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A substance from young blood created the effect of starvation in mice

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Manish Saini
Manish works as a Journalist and writer at Revyuh.com. He has studied Political Science and graduated from Delhi University. He is a Political engineer, fascinated by politics, and traditional businesses. He is also attached to many NGO's in the country and helping poor children to get the basic education. Email: Manish (at) revyuh (dot) com

French scientists have found that the substance GDF11 in mice causes a condition similar to that of a diet in animals: animals lose weight without losing their appetite and staying healthy. This is an argument in favour of the fact that transfusion of young blood to elderly recipients could theoretically work because GDF11 is one of the substances that are more in the blood of young animals and people than in the blood of old ones.

The assumption that a blood transfusion from a young animal to an old one can extend the life of the latter still causes a lot of controversies. The results of animal experiments look more optimistic, however, they mainly concern only the “rejuvenation” (that is, the improvement of work) of individual organs – for example, the brain or muscles – and not the extension of life as such.

In parallel, some scientists are trying to apply this technology in humans. However, it is unsafe to transfuse the whole blood (all the more regularly) – immune rejection may occur. Therefore, gerontologists are trying to find the main active substances in young blood in order to use them individually.

One of the candidates for the role of such a “youth concentrate” is the GDF11 molecule. During the development of the embryo, GDF11 is involved in the formation of the body structure plan, but its role in the adult body remains controversial. Despite the fact that not all studies reproduce her successes in the field of “rejuvenation”, she continues to be closely studied. Several years ago, scientists introduced the GDF11 protein into the brains of elderly mice and, in addition to the expected increase in neurogenesis, found a sudden effect: the animals lost weight.

Therefore, Lida Katsimpardi and her colleagues at the Pasteur Institute suggested that the mechanisms of action of GDF11 may be somewhat similar to calorie restriction – another common method of prolonging life for model organisms.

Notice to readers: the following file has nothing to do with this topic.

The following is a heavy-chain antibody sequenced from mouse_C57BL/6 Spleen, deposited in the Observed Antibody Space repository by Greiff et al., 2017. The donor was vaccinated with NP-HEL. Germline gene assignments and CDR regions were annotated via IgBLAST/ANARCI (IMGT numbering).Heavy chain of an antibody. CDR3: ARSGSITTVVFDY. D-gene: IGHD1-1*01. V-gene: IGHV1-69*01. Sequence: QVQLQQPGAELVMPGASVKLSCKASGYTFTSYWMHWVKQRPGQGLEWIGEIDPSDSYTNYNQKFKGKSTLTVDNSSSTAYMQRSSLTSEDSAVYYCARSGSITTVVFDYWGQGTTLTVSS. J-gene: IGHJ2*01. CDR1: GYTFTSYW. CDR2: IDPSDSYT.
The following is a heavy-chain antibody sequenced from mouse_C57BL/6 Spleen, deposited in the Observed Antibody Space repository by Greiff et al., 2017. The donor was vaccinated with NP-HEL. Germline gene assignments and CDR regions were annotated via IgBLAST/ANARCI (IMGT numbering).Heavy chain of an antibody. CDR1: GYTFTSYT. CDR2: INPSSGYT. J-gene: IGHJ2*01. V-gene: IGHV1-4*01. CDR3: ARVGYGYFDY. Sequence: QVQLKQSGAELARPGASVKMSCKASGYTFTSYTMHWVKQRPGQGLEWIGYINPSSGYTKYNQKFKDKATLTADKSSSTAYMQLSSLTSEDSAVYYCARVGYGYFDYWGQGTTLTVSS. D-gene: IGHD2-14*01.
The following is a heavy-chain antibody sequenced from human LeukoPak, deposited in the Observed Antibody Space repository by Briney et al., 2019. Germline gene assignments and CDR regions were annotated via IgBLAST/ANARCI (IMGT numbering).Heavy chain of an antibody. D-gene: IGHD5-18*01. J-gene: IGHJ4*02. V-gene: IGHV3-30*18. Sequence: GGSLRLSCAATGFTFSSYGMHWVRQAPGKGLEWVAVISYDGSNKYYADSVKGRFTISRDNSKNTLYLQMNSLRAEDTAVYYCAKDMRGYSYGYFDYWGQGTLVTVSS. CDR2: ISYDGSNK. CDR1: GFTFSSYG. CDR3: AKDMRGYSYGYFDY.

Researchers injected GDF11 into the abdominal cavity of older mice and compared their health status with a control group of old animals and young mice. Injections were carried out for a week, every day at 7 pm – before the start of the active phase of the day in mice.

After a weekly course, older mice lost about 4 grams. After that, their weight stabilized and remained at a level comparable to young mice for several weeks. Scientists have confirmed that weight loss was associated with a decrease in the thickness of the fat layer, and the state of the muscles, judging by the histological preparations, did not change.

Then the researchers set up a similar experiment with calorie restriction: they also took two groups of elderly mice and put one on a harsh diet. In starving mice, the concentration of GDF11 significantly increased in the blood – it exceeded one and a half times not only the level of protein in the blood of control old animals but also in the blood of young ones.

Scientists have suggested that GDF11 may influence eating behavior in animals. However, they calculated that older mice that injected GDF11 absorb as much food as control animals. In the “open field” test, where researchers record the trajectory of mice moving through empty space, they found that both groups of old mice walk the same path. Therefore, weight loss cannot be caused by hyperactivity.

Finally, they calculated the amount of absorbed water and excreted, and also measured the concentrations of glucose, corticosterone (stress hormone) and leptin (appetite hormone) in the blood of animals. No significant differences were found in any of these parameters, which means that weight loss is not caused by loss of appetite.

But scientists noticed changes in the metabolism: in animals that received GDF11 and were on a diet, the level of insulin in the blood decreased several times in comparison with both young and adult non-starving mice. In addition, IGF-1 (insulin-like growth factor-1) decreased in the blood of elderly mice that received GDF11.

Both of these substances – insulin and IGF-1 – are responsible for the absorption of glucose by cells and the initiation of intracellular anabolic processes. It is believed that calorie restriction inhibits the excessive synthesis of substances in the cells and thus inhibits their wear. In this sense, the effect of GDF11 was very similar to the effect of the diet. And this is another argument in the piggy bank of supporters of rejuvenation with the help of young blood or at least one of its components.

Despite the fact that the results of transfusion of young blood are extremely mixed, human trials of this method have been going on for several years. Ambrosia was one of the first companies: its founders reported that blood infusions have a beneficial effect on the health of recipients – however, the company recently closed after a warning from the FDA (the American counterpart to the Ministry of Health). Another company – Alcahest – continues its research. Now its creators are trying to use young blood against Alzheimer’s disease.

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